"We don't expect to reveal the crime within few hours," police commander Maj. Gen. Ashraf Rifi told Future TV. "The investigation is like a puzzle. You collect the pieces and put them together in a logical way."
Al-Hassan had many potential enemies.
Besides his investigation of Samaha, al-Hassan helped investigate the 2005 assassination of former Lebanese Prime Minister Rafik Hariri, a powerful Sunni figure. An international tribunal indicted four members of Hezbollah for Hariri's killing, although the group denies involvement.
His department also had a role in breaking up several Israeli spy rings inside Lebanon in recent years, Lebanese officials said.
Al-Hassan, 47, who was married with two children, is expected to be buried Sunday next to Hariri's tomb in downtown Beirut. His family arrived in Lebanon on Saturday on a private plane from Paris, where they live.
Lebanon's top Sunni cleric, Grand Mufti Mohammed Rashid Kabbani, condemned the assassination, calling it a "criminal explosion that targets Lebanon and its people." He also called for self-restraint, saying "the criminal will get his punishment sooner or later."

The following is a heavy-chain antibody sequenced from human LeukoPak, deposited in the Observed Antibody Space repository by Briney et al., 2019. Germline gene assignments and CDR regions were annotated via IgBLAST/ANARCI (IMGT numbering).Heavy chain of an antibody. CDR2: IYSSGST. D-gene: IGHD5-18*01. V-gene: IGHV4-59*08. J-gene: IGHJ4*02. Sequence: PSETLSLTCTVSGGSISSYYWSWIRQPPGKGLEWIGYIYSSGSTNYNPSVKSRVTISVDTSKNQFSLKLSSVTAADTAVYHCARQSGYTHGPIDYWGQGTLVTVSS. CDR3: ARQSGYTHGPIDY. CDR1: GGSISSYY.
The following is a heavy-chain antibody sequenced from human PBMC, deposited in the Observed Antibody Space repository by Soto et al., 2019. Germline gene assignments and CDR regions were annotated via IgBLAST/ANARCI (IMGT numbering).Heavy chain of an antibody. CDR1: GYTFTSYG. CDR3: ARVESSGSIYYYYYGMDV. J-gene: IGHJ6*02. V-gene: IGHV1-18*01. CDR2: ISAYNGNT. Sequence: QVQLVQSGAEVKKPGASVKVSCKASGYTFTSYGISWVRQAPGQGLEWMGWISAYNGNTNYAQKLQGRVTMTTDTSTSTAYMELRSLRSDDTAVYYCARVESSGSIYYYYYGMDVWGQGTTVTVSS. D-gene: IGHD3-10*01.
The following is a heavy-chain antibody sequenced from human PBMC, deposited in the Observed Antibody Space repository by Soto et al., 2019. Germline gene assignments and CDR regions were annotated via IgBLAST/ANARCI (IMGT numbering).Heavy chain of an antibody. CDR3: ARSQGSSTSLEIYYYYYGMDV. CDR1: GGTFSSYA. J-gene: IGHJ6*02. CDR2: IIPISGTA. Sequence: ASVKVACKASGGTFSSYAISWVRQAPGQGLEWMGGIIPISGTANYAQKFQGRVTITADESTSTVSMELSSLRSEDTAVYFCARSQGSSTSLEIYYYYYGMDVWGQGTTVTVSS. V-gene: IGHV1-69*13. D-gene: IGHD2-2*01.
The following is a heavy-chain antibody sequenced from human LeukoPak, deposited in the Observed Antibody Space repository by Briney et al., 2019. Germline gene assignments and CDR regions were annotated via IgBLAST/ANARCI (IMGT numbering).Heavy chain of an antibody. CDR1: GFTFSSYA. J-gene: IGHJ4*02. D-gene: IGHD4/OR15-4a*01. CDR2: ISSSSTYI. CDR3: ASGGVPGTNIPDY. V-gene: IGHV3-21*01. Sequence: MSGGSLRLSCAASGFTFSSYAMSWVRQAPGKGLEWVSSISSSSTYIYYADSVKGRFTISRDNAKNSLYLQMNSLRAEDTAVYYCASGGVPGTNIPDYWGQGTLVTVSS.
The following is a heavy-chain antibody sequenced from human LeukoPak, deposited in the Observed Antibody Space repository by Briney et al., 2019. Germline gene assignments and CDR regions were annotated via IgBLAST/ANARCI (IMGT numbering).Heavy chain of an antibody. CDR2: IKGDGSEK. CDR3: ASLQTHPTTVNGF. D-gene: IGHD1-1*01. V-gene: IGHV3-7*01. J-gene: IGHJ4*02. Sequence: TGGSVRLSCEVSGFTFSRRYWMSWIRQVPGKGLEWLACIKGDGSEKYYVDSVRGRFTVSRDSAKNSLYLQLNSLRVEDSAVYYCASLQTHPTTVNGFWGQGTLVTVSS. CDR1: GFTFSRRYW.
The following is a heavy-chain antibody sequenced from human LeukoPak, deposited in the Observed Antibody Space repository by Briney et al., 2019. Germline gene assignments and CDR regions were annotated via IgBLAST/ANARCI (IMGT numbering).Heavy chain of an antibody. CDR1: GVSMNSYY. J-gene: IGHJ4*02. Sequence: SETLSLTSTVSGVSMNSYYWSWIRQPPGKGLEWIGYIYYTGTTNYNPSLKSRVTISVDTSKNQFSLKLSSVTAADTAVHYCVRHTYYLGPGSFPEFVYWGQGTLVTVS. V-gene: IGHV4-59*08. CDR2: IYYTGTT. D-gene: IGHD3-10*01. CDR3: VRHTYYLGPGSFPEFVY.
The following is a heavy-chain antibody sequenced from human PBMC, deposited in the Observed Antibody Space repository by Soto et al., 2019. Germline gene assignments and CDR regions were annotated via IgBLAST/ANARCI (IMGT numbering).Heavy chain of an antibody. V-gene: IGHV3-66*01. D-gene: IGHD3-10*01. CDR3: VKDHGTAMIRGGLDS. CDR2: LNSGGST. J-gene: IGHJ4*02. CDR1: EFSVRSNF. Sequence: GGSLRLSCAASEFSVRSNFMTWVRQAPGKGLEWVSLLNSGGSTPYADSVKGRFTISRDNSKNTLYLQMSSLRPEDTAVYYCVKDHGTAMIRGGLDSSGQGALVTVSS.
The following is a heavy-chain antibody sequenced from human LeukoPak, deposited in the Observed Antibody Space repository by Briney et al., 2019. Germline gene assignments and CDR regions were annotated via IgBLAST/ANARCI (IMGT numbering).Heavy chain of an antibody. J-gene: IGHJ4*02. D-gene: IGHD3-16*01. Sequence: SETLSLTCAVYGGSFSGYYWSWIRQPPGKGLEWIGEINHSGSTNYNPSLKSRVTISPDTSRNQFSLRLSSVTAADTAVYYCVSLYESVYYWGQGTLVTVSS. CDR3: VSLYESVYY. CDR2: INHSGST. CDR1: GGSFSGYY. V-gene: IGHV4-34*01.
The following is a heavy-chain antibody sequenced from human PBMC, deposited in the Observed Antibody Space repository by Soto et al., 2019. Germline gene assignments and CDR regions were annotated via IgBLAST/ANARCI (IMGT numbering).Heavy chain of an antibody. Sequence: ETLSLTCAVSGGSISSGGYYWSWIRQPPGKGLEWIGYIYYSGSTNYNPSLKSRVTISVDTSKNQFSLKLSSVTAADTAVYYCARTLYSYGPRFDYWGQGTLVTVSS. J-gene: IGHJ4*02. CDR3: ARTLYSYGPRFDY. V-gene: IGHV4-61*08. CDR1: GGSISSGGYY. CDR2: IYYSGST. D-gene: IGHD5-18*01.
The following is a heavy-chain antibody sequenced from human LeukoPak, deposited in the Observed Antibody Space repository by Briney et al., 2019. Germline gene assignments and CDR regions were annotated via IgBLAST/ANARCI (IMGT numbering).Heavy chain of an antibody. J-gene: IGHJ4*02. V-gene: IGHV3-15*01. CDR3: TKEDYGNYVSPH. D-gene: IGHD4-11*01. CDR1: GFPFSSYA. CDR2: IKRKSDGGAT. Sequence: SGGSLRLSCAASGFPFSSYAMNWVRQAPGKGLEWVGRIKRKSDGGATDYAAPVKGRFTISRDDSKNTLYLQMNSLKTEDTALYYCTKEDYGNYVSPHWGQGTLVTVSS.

But many Lebanese were seething with anger.
In the eastern town of Marj, protesters tried to storm an office of the pro-Syrian Itihad group. Lebanese soldiers pushed them away, wounding five protesters, security officials said. Dozens of people who marched in protest in the border town of Moqueibleh came under fire from the Syrian side of the border, forcing them to disperse, the officials said.
The highway linking central Beirut with the city's international airport was closed, as well as the highway that links the capital with Syria, the officials said.
In the predominantly Sunni northern city of Tripoli, gunmen were roaming the streets on motorcycles and opening fire in the air.
The army issued a statement urging Lebanese to overcome the crisis and coordinate among themselves in order to give a chance to the "the criminal killers who tried through the crime to incite strife and split the country."
Associated Press writer Barbara Surk contributed to this report.
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